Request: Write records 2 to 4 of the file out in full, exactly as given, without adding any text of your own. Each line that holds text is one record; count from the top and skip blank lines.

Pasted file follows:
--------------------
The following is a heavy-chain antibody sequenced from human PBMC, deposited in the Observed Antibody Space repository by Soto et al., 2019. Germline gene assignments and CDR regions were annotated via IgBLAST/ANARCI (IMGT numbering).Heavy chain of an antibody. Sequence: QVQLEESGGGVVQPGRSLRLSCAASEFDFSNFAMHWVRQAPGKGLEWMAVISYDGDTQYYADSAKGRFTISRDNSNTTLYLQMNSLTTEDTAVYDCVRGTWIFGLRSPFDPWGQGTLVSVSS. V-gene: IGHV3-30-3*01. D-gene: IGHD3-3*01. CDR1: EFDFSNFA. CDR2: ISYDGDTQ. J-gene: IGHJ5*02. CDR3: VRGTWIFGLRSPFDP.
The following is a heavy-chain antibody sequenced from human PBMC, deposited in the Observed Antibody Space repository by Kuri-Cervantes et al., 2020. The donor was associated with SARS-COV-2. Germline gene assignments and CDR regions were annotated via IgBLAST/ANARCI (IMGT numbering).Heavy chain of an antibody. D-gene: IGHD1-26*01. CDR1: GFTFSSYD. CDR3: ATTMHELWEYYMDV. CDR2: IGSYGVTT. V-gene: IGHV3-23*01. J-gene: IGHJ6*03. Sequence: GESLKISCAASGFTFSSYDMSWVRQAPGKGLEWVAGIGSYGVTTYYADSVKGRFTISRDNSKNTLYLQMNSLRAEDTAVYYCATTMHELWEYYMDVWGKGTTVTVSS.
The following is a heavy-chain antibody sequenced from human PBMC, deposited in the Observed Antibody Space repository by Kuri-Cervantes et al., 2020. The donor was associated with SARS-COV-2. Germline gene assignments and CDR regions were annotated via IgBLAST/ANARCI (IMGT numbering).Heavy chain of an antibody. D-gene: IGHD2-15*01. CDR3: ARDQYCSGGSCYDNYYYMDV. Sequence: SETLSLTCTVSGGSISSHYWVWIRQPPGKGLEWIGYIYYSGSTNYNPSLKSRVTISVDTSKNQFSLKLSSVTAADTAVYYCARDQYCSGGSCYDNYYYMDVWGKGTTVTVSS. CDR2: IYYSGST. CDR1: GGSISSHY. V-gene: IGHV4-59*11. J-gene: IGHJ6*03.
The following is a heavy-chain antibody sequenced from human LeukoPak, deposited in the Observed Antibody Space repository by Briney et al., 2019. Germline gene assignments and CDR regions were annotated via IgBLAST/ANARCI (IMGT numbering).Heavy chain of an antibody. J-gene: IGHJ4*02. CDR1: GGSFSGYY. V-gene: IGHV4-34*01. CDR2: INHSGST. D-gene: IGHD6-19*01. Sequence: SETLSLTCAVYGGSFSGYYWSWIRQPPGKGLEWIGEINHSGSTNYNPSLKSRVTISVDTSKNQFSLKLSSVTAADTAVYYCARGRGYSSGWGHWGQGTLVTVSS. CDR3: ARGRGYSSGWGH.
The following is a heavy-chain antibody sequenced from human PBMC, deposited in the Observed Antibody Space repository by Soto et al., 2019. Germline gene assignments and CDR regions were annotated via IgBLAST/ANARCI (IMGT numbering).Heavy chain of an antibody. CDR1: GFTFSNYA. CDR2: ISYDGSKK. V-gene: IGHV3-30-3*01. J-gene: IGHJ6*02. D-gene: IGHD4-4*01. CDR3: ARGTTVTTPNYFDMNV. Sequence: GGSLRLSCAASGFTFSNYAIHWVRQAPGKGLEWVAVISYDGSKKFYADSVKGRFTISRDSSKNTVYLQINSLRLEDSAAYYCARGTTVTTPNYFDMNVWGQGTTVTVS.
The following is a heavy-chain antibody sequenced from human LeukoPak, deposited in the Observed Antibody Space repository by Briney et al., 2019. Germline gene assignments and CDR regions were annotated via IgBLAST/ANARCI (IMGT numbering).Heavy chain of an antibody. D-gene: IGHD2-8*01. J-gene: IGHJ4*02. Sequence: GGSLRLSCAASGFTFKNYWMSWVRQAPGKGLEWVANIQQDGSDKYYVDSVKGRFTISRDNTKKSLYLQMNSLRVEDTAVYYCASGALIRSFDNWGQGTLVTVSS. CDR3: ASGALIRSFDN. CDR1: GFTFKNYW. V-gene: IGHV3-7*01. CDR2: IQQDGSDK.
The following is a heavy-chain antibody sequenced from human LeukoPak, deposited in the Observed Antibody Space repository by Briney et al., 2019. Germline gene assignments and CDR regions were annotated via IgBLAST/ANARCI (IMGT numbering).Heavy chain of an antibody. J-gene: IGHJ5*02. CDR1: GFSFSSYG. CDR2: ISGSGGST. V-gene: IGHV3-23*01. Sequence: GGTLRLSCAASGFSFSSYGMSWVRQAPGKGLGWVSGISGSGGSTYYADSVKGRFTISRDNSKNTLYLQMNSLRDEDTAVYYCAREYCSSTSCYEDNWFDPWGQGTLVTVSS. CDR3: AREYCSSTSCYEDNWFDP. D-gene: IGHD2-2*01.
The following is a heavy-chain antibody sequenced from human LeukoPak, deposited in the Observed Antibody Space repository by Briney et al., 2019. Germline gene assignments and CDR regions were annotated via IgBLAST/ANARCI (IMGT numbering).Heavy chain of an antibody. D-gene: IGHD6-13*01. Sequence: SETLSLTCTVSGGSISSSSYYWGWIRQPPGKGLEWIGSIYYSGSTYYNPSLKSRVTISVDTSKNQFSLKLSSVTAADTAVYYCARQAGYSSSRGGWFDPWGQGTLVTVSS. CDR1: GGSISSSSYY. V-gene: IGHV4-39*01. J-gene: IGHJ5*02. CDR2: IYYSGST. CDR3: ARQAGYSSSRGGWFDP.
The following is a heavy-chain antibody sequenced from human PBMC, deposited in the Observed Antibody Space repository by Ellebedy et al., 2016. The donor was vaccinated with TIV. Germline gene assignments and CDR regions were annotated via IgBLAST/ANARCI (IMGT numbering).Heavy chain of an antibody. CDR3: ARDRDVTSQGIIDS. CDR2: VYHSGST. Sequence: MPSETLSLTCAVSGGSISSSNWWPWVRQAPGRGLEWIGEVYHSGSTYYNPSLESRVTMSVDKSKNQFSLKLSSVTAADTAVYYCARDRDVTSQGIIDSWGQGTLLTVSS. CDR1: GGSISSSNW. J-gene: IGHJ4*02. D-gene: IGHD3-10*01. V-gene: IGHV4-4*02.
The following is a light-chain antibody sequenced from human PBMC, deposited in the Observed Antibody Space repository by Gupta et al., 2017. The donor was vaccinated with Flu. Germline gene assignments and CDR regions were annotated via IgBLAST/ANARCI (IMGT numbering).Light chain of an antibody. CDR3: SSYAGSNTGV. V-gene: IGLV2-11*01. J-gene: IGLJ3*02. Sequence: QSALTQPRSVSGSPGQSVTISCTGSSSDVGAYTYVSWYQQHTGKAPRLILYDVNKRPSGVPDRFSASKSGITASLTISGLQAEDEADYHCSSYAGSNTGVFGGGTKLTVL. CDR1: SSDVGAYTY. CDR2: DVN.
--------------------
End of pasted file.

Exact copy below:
The following is a heavy-chain antibody sequenced from human PBMC, deposited in the Observed Antibody Space repository by Kuri-Cervantes et al., 2020. The donor was associated with SARS-COV-2. Germline gene assignments and CDR regions were annotated via IgBLAST/ANARCI (IMGT numbering).Heavy chain of an antibody. D-gene: IGHD1-26*01. CDR1: GFTFSSYD. CDR3: ATTMHELWEYYMDV. CDR2: IGSYGVTT. V-gene: IGHV3-23*01. J-gene: IGHJ6*03. Sequence: GESLKISCAASGFTFSSYDMSWVRQAPGKGLEWVAGIGSYGVTTYYADSVKGRFTISRDNSKNTLYLQMNSLRAEDTAVYYCATTMHELWEYYMDVWGKGTTVTVSS.
The following is a heavy-chain antibody sequenced from human PBMC, deposited in the Observed Antibody Space repository by Kuri-Cervantes et al., 2020. The donor was associated with SARS-COV-2. Germline gene assignments and CDR regions were annotated via IgBLAST/ANARCI (IMGT numbering).Heavy chain of an antibody. D-gene: IGHD2-15*01. CDR3: ARDQYCSGGSCYDNYYYMDV. Sequence: SETLSLTCTVSGGSISSHYWVWIRQPPGKGLEWIGYIYYSGSTNYNPSLKSRVTISVDTSKNQFSLKLSSVTAADTAVYYCARDQYCSGGSCYDNYYYMDVWGKGTTVTVSS. CDR2: IYYSGST. CDR1: GGSISSHY. V-gene: IGHV4-59*11. J-gene: IGHJ6*03.
The following is a heavy-chain antibody sequenced from human LeukoPak, deposited in the Observed Antibody Space repository by Briney et al., 2019. Germline gene assignments and CDR regions were annotated via IgBLAST/ANARCI (IMGT numbering).Heavy chain of an antibody. J-gene: IGHJ4*02. CDR1: GGSFSGYY. V-gene: IGHV4-34*01. CDR2: INHSGST. D-gene: IGHD6-19*01. Sequence: SETLSLTCAVYGGSFSGYYWSWIRQPPGKGLEWIGEINHSGSTNYNPSLKSRVTISVDTSKNQFSLKLSSVTAADTAVYYCARGRGYSSGWGHWGQGTLVTVSS. CDR3: ARGRGYSSGWGH.